It's a big Northeast chain, but ShopRite has been providing support for local communities - such as Somers Point and the food bank in Egg Harbor Township - for the past four years.

ShopRite offers an optional program to its stores in support of National Hunger Awareness Month, called "Help Bag Hunger," in which local officials help customers bag their items at the checkout lines of stores, in order to raise local awareness about community hunger.

In the past, the Somers Point ShopRite has raised more than $22,000 for the food bank in Egg Harbor Township, said Assistant Manager Pete Forcinito.

Kimberly Arroyo, director of agency relations and programs at the Community FoodBank of New Jersey-Southern Branch in Egg Harbor Township, said the donations from the Somers Point ShopRite's Help Bag Hunger event go toward purchasing food goods.

"This month is Hunger Action Month. It brings hunger awareness to our nation and shows how much of a problem it is," Arroyo said.

The Community FoodBank of New Jersey says the goal of Hunger Action Month is to "mobilize the public to act on behalf of Feeding America and our food bank network."

The food bank provides suggestions on how to raise awareness about community hunger with their "30 ways in 30 days" calendar. Activities include changing your Facebook or Twitter profile picture to one that supports Hunger Awareness Month, or setting an empty plate at the dinner table as a reminder of those struggling with hunger, and then taking and posting a photo onto social media sites.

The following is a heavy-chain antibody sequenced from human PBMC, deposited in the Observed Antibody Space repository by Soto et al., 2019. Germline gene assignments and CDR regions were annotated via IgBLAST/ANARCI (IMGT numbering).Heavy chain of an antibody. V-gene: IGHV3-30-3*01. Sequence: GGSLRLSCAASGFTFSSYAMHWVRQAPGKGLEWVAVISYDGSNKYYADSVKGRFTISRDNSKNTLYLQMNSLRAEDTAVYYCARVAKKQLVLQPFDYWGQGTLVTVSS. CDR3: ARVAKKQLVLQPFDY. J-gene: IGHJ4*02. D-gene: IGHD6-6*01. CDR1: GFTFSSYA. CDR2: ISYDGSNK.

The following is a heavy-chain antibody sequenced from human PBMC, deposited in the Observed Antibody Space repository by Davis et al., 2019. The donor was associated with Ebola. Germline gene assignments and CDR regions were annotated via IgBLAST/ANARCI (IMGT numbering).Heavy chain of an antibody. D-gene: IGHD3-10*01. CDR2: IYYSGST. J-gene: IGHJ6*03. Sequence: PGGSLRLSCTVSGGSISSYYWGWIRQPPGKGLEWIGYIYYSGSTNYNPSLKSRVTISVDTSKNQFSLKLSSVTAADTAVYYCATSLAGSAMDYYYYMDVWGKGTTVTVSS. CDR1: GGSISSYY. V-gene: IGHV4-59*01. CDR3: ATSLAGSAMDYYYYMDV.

Somers Point City Councilman Sean McGuigan, who helped bag at the event Sept. 18, said ShopRite is an excellent community corporation that supports many local endeavors in Somers Point.

"Any little bit I can do to help that, I'm going to do it," he said.

Another helper, Somers Point police Lt. Anthony DiSciascio, said the department partners with the business community, and ShopRite has done so much to assist the police department with community awareness programs.

"We felt like with (ShopRite) being a partner, we can assist them with whatever they need when it comes to community events," DiSciascio said. "They're always here for the community, that's a plus."

DiSciascio said the event, which garners donations - typically in the form of a dollar at the end of transactions with customers - is more successful because of the presence of community members who come to bag.

"Everybody is more curious what we're doing, once we explain the project," he said. "Everyone seems to donate, they're very supportive."

Many people do not think hunger is a problem in their communities, Arroyo said. But she also said that places like New Jersey's shore are especially vulnerable today because of recent hardships, such as the effects of Hurricane Sandy.

Arroyo said the number of families using the food bank in New Jersey has risen about 40 percent over the last year and a half to two years, collectively.

"People seem to think that hunger and poverty are only urban problems, but we see a lot of rural poverty here," Arroyo said. "People who have never been to a food pantry before, these are the faces we're seeing."

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